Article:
A New York City Greek Restaurant That Sets New Levels for Modern Hellenic Cuisine

Quality does not just count, it costs, and Nerai delivers it with a panache unique to Greek restaurants in NYC.
This post was published on the now-closed HuffPost Contributor platform. Contributors control their own work and posted freely to our site. If you need to flag this entry as abusive, send us an email.

55 East 54th Street, NY, NY

NYC is hardly bereft of good Greek restaurants, but the new Nerai is easily the best to have opened since Anthos back in 2007 (since closed). The latter was Chef Michael Psilakis' thoroughly modern conception of Greek food, of a kind it would difficult to find even in the more modern restaurants in Athens.

There are co-executive chefs here -- Chris Christou (formerly at Per Se, Corton, and Ai Fiori) and Ioannis Markadakis (from Vezene in Athens) -- and while they don't take the high leaps Psilakis did at Anthos, their cuisine adapts the finest traditions of Hellenic cuisine and refines them in ways no other Greek restaurant in NYC is currently attempting.


On the night I dined at the elegantly appointed bi-level restaurant, it was with an interior designer friend who pronounced the marine-like décor exceptionally beautiful, especially the aqua-green lighting that played softly from the ceiling onto folds of white drapery-like fabric. But if you look at the attached photo, the lighting is a garish violet color of a kind you'd find in an Atlantic City lounge. I've learned that the lighting can be and is changed from night to night, and I shudder to think of some of the unappealing colors that might obtain. I don't know if they take requests, but maybe you can beg them to turn on the gorgeous blue-green lights.

Upstairs is very charming too, more subdued in décor, and there is a lively bar up front. I cannot help but comment on the hostesses at Nerai, who are as cordial and they are comely. Indeed, every one of the staff is very attentive. When our waiter asked if he could get us anything to begin, I joked that the night air had frozen my fingers and said, "Yes, hot water!" One minute later he brought me a finger bowl of hot water.

The 137-label wine list is 40 percent Greek, with some unusual selections like the Assyrtiko de Milos 2004 from Santorini, a charmingly aromatic white wine.

We began dinner with an array of mezes, including chickpea hummus (below) and tahini flecked with onion; tender fava beans with onion and mastika spirits; and a delightfully spicy feta with paprika and pepper, all accompanied by fine warm pita bread. Olives, curiously, were set on the table cold.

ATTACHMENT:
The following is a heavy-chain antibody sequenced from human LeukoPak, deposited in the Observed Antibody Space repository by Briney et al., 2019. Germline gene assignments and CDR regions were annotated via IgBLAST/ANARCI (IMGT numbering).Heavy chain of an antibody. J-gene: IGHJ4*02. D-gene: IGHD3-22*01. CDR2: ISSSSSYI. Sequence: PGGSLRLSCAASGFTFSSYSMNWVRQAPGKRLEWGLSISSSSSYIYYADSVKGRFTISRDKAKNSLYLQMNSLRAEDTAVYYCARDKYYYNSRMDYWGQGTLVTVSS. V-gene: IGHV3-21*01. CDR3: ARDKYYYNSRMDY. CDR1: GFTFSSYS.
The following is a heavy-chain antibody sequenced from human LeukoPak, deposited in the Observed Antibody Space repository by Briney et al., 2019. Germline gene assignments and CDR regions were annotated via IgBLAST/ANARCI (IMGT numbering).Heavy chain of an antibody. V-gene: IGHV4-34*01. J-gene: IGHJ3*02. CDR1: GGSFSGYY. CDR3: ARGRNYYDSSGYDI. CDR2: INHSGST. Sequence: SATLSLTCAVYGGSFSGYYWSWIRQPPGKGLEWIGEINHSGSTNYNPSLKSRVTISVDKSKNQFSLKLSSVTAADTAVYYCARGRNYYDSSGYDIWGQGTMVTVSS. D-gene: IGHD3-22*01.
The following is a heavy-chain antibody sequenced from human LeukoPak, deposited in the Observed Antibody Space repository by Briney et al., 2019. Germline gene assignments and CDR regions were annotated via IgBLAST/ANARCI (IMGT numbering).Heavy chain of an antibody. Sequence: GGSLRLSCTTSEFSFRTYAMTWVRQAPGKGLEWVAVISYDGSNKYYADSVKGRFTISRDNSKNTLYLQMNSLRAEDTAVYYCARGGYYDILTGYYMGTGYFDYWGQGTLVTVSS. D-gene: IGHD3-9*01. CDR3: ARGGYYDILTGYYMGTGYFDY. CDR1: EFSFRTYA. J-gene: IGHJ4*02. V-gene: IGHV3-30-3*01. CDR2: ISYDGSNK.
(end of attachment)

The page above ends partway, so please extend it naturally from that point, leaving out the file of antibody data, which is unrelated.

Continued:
The starters, as is so often the case in Greek restaurants, were wonderfully savory, like the superb duck moussaka with roasted potato and eggplant and creamy bechamel -- the kind of dish that respects tradition while utilizing unexpected ground duck meat. Smoked eggplant with roasted red pepper, ouzo-scented yogurt and sweet parsnip chips showed the same spark, while grilled octopus with chickpeas and marinated cucumbers moved the dial with the addition of a yogurt foam.

A Greek restaurant must be judged largely on its seafood -- which, believe me, in Greece still tends to be overcooked, but Nerai did an impeccable job of grilling a lavraki (sea bass), given a benediction of olive oil and capers. Langoustines -- on the small side -- were cooked with white wine and sweetened by a tomato confit and a little coriander. We were thoroughly pleased by the hearty short ribs with youvetsi (orzo pasta), tomato, aged piave cheese, and the Mediterranean scent of cinnamon.


At meal's end one expects the usual flaky baklava and yogurt but Markadakis gives as much attention to desserts as to everything else, rendering a delicious lavender mousse made with yogurt and honey, set on pineapple carpaccio with caramelized pecans. Portokalopita is a sponge cake filo with orange syrup and caramelized hazelnuts, though a dark chocolate sorbet lent nothing to the dish. Saragli are pastries composed of rolled baklava, very crispy, with almonds, pistachio and mastika gelato.

One goes to Nerai for a truly fine dining experience, and one pays accordingly: starters range from $12-$22 and main courses $26-$48, with a lobster pasta for two, with 2 ½ pounds of lobster on squid ink linguine, at $112; whole fish sell by the pound, from $30-$50. Nerai is not a taverna -- without bouzouki players, fish nets or posters of the Acropolis. Instead, Nerai is admirably at the level of an Italian restaurant like Marea or a seafood restaurant like Oceana (whose premises these once were). Quality does not just count, it costs, and Nerai delivers it with a panache unique to Greek restaurants in NYC.